Most recently, the nation witnessed Republican legislators attempt to hijack the most basic element of our democracy—elections. The GOP rallied around former President Trump and his rhetoric of election denialism in an attempt to overturn the results of the 2020 election. A substantial number of Republican lawmakers stood by the president, even after violent mobs stormed Capitol Hill on January 6, 2021.

Partisan polarization and Republican radicalization have rendered Congress incapable of tackling the nation’s biggest challenges and are threatening our very democracy.

What Was Bad About Bipartisanship

Unfortunately, the alternative that is usually discussed—a nostalgic return to the bipartisanship that characterized much of national politics from the 1910s through the 1970s—isn’t going to happen. Easily ridding American democracy of its intense hyperpolarization is about as realistic as waiting for Santa Claus to come down the chimney on Christmas Eve. The demographics and institutions that once supported cross-partisan dealmaking are much weaker today, and the forces propelling polarization are deeply entrenched.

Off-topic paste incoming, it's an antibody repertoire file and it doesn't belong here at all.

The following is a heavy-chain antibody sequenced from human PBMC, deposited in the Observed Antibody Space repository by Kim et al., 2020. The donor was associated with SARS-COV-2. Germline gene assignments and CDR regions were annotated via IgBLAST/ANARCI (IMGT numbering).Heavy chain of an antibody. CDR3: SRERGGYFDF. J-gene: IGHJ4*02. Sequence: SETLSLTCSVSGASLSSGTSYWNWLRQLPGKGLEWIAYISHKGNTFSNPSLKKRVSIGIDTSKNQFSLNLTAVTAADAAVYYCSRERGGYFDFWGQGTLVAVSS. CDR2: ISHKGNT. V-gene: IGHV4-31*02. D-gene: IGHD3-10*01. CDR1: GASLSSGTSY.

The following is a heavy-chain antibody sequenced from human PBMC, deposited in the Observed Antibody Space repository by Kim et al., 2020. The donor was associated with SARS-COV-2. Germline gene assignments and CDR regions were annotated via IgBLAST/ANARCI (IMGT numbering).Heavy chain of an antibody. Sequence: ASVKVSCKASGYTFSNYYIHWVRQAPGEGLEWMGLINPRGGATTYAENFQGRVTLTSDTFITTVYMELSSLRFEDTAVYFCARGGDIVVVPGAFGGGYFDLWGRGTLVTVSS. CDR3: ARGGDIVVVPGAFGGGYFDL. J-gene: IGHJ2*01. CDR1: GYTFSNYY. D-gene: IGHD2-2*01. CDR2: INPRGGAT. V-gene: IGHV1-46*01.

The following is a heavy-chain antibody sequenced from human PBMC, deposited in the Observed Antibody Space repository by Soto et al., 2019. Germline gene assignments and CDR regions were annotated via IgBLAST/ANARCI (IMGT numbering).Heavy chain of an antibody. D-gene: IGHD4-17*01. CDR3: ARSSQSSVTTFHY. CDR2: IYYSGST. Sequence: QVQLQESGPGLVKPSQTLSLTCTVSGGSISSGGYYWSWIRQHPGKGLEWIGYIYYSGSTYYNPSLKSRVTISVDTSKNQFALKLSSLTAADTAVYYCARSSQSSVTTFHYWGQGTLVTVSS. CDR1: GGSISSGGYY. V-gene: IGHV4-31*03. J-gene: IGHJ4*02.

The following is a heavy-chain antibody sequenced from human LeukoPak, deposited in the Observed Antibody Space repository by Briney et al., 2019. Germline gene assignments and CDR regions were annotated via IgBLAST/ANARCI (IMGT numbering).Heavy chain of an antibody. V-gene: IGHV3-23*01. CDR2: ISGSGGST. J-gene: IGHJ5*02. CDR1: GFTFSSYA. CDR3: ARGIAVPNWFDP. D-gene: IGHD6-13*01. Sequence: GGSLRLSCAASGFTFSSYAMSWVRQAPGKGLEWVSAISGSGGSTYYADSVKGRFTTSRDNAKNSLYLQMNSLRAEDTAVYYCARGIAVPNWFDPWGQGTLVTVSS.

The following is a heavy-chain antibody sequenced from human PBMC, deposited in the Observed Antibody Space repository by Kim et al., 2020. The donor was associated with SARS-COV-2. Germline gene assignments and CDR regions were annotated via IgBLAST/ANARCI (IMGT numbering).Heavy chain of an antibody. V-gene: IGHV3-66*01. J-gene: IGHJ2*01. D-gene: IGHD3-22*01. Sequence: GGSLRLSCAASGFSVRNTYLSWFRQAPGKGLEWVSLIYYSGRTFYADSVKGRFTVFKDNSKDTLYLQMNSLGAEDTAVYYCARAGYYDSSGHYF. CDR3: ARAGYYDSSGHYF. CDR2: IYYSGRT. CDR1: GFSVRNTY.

Back in the heyday of bipartisanship, the Democratic and Republican parties were each characterized by deep internal divisions. This led to many cross-party alliances. Southern Democrats found kindred spirits in Midwestern Republicans who, like them, wanted to stem the tide of modern liberalism. Northern Democrats and Republicans were often on the same page about issues such as civil rights legislation, health care, and urban reform. With fractured congressional caucuses, the electoral incentives for bipartisanship were strong.